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The Chemistry Department at Wichita State University invites applicants for a tenure-track position at the assistant professor level, in the area of Biochemistry. Individuals who will use molecular biological and/or biophysical methods to study the structure-functions of biological molecules are of particular interest. A Ph. D. or equivalent degree in Chemistry or Biochemistry, post doc. experience, a strong record of scholarly achievement and experience in working with diverse populations are required. Candidates are expected to develop an internationally recognized, extramurally funded, experimental research program, demonstrate a commitment to excellence in teaching and directing research in graduate and undergraduate programs of the department, and possess excellent oral and written communication skills. A generous package of start-up funds, state of the art research facilities, and competitive salary is available. Applications will be reviewed beginning November 15 and will be evaluated on a rolling basis until the position is filled. Applicants should submit a letter of interest, curriculum vita, statement of teaching and research plans with estimated start-up costs, and contact information of three referees to Dr. K. Wimalasena, Chair Search Committee, Department of Chemistry, Wichita State University, Wichita, KS 67260-0051, Tel. 316-978-7386 e-mail: kandatege.wimalasena@wichita.edu. Additional information on this position is available at: http://webs.wichita.edu/chemistry.

 

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The Department of Chemistry at Rensselaer Polytechnic Institute seeks outstanding applicants for a tenure track position at the Assistant or Associate Professor level in either Analytical or Inorganic Chemistry to commence August 2004. Preference will be given to candidates whose background and research interests are consistent with the Rensselaer Plan (http://www.rpi.edu/web/President/Plan/index.html), which emphasizes growth in the areas of Biotechnology and Information Technology. Applicants in the Bioanalytical (Electrochemistry or Spectroscopy) or Bioinorganic fields are particularly encouraged to apply. The successful candidate will be expected to establish an externally funded research program and contribute to the teaching mission of the institute. Applications will be reviewed starting October 30, 2003 and will continue until the position is filled. Applicants should send a resume, three letters of recommendation, a one-page description of teaching philosophy, and a brief description (5 pages maximum) of proposed research plans to: Chair, Analytical/Inorganic Search Committee, Department of Chemistry, Rensselaer Polytechnic Institute, 110 8 Street, Troy, NY 12180-3590.

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The Department of Chemistry at the University of Missouri-Kansas City invites applications for a tenure-track position in bio-organic chemistry for August 2004. The level of the appointment is at the rank of Assistant Professor. This position requires a Ph. D. (or equivalent) and post-doctoral experience is preferred. Interested applicants should submit a letter of application, complete curriculum vitae, transcripts, publication list, and research plan. In addition the applicant should arrange for three letters of recommendation to be sent directly to us. All applications and reference letters should be sent to: Chair, Faculty Search Committee Department of Chemistry University of Missouri-Kansas City 205 Spencer Chemistry Building 5100 Rockhill Road Kansas City, MO 64110-2499, Email: doven@umkc.edu.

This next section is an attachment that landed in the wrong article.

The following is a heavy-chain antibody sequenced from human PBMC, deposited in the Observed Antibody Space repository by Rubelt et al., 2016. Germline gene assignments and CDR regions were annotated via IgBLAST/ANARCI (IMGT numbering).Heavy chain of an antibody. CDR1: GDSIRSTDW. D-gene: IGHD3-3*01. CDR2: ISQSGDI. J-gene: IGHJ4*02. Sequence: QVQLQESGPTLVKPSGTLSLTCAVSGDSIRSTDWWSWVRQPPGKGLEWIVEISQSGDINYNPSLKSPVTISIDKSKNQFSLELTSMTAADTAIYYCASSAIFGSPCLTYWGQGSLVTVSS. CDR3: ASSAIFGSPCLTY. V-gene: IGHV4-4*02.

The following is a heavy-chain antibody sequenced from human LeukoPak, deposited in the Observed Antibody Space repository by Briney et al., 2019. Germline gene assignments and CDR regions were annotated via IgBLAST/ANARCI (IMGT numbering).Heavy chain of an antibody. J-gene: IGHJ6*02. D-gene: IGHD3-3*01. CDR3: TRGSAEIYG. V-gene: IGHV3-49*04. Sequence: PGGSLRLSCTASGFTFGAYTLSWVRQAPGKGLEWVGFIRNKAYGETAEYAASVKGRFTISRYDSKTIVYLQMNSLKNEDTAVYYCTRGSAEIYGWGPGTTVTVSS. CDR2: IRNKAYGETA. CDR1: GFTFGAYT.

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POSTDOCTORAL POSITION AND/OR JOBS

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University of Toledo. Postdoctoral position available for one-year appointment to conduct crystallographic structure determinations on lipoxygenases and their complexes. Ph.D. and postdoctoral experience in protein crystallography required. Send curriculum vitae and the names of three professional references by November 1, 2003 to: Max O. Funk, Jr., Department of Chemistry, University of Toledo, 2801 West Bancroft Street, Toledo, OH 43606.

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Postdoctoral position at Rutgers, The State University of New Jersey. We use state-of-the-art mass spectrometric and computational methods to examine gas-phase reactivity of organic and biological molecules. Potential projects, depending on the experience and qualifications of the successful candidate, include the examination of the reactivity of nucleic bases, toward understanding their intrinsic properties in relation to DNA duplex stability and enzyme mechanisms; methods development (such as the development of methods to measure biological binding affinities in the gas phase); and the study of reactivity of organic anions, cations, and reactive intermediates. I am seeking individuals with a strong physical and/or physical organic background. Gas-phase experimental or mass spectrometric experience would be helpful, but is certainly *not* imperative. It is most important that the individual have a genuine interest in participating in a multidisciplinary research program and in applying physical techniques to organic and biological problems. Interested individuals are encouraged to visit our website at: http://rutchem.rutgers.edu/faculty/lee.html Candidates should send a CV and arrange for two to three reference letters to be sent on their behalf. Potential applicants who have questions should feel free to contact me by e-mail, mail, or phone. Send to: Professor Jeehiun Katherine Lee, Department of Chemistry, 610 Taylor Road, Rutgers University, Piscataway, NJ 08854, 732 445 6562 TEL, 732 445 5312 FAX, e-mail: jklee@rutchem.rutgers.edu.

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Post-doctoral research associate position available in the Artists' Materials Research Center at Carnegie Mellon University, an applied research organization devoted to developing practical and effective strategies for preventing and repairing damage to cultural properties. The position involves research on the degradation chemistries of cellulose and other polymers used for making art, books, and archival materials. Responsibilities include development and application of chromatographic techniques for monitoring polymer aging, and design and execution of tests to examine aging changes and service lifetimes. In addition to laboratory research studies, the successful candidate will also be expected to gain experience with the conventional analytical procedures used to identify the materials, construction, and condition of artifacts. The position requires a Ph.D. in Physical/Analytical Chemistry or Polymer Science with an emphasis in liquid chromatography and molecular weight determination of polymers. Familiarity with analytical instrumentation, optical spectroscopies, personal computers, and instrument interface programming language is desirable. The postdoctoral research associate should have an interest in beginning or continuing a career in conservation science. Further details of the center's activities can be found at: http://www.cmu.edu/anic.

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NEXT NEWSLETTER IS ON NOVEMBER 3rd, 2003.